AN additional 800 staff have been recruited from overseas for the NHS in Scotland, ministers have said.

Funding of £8 million was announced in October last year to help the NHS recruit nurses, midwives and allied health professionals from abroad.

It was part of a package of support intended to help the NHS through the difficult winter period.

The Scottish Government said the recruitment drive exceeded its initial target, with 293 additional staff already in post and another 507 coming by the end of the summer.

Earlier this week, figures revealed the overall NHS workforce fell in the year to March 2023.

READ MORE: Heart attack in Tenerife costs Scottish man £20k in insurance mistake

Health Secretary Michael Matheson said: “Last October we set ambitious targets to recruit 750 additional nurses, midwives and allied professionals from overseas, and I am pleased that due to the hard work of health boards we have exceeded this target.

“These recruits bring with them a wealth of experience and expertise and will help to ensure everyone in Scotland has access to the right care, in the right place at the right time.”

This announcement comes after statistics seen by the Scottish Liberal Democrats after a freedom of information request showed workers in 12 of Scotland's 14 health boards reported staffing issues to bosses almost 19,000 times in the past five years.

Although, it is not clear if multiple members of staff can file a report for the same instance.

Reports appeared to peak in most boards as a result of the pandemic, with NHS Greater Glasgow and Clyde – the largest in the country – jumping from 608 reports in 2020-21 to 2,428 in 2021-22, while NHS Lothian went from 297 to 779.

The issue was raised by Scottish Lib Dem leader Alex Cole-Hamilton during First Minister’s Questions on Thursday, when he challenged Humza Yousaf not to blame the figures on the pandemic.

“I wonder if the First Minister realises just how angry he makes NHS workers when he blames that crisis on the pandemic?” he said.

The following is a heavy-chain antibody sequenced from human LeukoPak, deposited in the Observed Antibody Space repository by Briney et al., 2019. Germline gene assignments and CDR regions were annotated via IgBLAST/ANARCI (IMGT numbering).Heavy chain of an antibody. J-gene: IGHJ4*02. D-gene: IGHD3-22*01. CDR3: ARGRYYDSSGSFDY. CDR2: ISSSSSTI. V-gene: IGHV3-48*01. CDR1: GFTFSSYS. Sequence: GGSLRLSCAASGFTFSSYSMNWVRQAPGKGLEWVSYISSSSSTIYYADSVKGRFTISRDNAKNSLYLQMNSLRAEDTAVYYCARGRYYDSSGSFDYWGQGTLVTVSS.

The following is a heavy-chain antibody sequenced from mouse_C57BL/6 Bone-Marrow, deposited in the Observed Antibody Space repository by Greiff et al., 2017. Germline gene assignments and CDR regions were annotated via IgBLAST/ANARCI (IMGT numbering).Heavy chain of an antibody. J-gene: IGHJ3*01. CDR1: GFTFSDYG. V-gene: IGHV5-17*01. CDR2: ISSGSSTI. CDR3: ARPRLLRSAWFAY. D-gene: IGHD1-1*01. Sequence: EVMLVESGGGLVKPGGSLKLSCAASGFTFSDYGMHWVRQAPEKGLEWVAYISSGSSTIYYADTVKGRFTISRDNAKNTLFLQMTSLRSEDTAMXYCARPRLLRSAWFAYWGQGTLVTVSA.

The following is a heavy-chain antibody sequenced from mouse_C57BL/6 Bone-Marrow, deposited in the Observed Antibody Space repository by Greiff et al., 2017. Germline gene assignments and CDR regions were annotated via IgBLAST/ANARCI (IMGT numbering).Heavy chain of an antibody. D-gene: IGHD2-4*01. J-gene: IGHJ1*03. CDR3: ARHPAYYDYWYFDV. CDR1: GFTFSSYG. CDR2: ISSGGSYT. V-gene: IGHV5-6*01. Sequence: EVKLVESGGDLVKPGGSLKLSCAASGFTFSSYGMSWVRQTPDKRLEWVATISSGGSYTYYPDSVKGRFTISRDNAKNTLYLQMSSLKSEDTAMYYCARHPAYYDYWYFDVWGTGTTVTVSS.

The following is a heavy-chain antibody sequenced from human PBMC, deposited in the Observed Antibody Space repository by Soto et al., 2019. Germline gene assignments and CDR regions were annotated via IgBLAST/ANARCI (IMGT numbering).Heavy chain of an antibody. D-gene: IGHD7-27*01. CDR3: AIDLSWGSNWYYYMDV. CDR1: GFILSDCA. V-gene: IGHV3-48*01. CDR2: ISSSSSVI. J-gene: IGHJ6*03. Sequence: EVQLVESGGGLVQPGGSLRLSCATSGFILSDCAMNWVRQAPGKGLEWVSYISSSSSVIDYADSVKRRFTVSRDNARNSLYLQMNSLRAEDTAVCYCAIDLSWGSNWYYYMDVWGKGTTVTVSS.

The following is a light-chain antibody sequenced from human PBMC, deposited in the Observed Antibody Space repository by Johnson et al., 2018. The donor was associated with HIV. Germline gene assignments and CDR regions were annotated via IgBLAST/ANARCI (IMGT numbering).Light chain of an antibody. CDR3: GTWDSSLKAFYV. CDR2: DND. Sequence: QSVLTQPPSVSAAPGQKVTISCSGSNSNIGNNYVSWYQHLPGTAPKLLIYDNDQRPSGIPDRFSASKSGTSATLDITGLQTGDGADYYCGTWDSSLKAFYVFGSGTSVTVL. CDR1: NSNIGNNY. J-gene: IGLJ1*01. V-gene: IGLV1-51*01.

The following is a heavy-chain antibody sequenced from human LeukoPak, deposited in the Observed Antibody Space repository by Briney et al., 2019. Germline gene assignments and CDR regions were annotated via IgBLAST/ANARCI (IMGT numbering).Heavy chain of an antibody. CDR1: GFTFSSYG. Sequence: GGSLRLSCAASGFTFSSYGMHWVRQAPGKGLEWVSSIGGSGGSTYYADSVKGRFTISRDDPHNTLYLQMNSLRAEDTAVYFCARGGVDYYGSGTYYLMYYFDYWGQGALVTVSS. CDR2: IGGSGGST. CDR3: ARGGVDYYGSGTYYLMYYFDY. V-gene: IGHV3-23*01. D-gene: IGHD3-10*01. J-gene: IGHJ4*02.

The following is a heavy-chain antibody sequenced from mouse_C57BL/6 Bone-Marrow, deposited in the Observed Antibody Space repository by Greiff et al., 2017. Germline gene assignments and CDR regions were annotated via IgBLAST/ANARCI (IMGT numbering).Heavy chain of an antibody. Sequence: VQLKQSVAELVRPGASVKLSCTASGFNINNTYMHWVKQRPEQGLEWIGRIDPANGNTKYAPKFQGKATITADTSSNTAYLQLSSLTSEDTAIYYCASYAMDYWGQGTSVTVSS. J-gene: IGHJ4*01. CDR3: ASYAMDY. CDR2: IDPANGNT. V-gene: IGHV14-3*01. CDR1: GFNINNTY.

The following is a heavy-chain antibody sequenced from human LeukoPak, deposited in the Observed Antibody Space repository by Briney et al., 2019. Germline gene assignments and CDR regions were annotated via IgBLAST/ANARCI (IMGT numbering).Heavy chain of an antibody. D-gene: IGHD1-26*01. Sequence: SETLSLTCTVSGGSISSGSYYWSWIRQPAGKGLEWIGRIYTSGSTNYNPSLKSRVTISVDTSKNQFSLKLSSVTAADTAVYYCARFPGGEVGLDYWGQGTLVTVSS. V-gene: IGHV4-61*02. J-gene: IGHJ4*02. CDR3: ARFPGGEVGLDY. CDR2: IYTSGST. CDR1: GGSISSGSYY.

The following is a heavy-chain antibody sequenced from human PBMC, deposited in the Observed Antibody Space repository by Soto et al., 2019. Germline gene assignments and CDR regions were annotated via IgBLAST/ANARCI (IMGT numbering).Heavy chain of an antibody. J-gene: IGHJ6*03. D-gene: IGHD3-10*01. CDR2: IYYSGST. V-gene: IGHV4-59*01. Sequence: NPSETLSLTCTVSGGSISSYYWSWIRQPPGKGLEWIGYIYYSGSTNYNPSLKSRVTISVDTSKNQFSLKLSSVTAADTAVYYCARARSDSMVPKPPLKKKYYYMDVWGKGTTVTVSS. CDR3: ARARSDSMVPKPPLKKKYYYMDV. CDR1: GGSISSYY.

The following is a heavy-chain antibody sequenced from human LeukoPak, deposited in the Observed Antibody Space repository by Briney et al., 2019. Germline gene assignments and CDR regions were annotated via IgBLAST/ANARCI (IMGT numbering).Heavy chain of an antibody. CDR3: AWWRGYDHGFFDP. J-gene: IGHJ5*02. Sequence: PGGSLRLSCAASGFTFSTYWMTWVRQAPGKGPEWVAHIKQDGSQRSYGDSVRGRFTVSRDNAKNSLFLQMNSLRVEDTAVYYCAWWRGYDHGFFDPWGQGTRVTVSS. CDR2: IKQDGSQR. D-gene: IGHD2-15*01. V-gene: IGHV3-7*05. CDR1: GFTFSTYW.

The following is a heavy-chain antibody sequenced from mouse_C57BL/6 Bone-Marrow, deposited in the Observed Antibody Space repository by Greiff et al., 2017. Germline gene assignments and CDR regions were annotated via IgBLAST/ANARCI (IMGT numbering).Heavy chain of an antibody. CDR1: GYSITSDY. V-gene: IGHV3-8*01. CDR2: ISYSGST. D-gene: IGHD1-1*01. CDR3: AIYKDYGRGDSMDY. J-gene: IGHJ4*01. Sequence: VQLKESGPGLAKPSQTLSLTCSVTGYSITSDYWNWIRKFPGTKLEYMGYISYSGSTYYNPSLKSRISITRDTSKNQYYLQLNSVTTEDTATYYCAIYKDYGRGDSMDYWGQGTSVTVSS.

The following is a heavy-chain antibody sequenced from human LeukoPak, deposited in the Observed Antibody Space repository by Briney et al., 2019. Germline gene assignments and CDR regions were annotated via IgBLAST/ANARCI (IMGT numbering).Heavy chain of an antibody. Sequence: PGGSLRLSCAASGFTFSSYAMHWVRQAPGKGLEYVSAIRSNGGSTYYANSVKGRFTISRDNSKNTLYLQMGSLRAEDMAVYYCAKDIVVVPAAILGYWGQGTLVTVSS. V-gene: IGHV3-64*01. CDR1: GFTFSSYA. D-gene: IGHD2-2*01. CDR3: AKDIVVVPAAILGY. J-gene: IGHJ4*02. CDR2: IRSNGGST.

“It was exploding long before anyone had heard of Covid-19.

“Can I ask the First Minister, aren’t the royal colleges correct in their belief that irrespective of the pandemic, neglect by Scottish ministers has left this health service in a terrible state?”

Yousaf said he does not agree with the Lib Dem leader.

“There’s no doubt that there are vacancies within the NHS, but if I look at the SNP in Government, we have around 29,100 whole-time equivalents more working in the NHS that when we first took office,” the First Minister added.

“Of course there were challenges pre-pandemic, but he cannot ignore the pandemic, which has been the biggest shock the NHS has faced in its nearly 75-year existence.

“There’s no doubt at all that when we had multiple waves of the pandemic, that was affecting the NHS in terms of the number of people who were having to go to hospital due to Covid or with Covid, but also of course affected staff, who would have to isolate at home or stay at home because they were themselves infected with Covid.

“So we’ll continue to focus on ensuring that we don’t just have high levels of staffing… in the NHS, we’ll also ensure they continue to be the best paid anywhere in the UK.”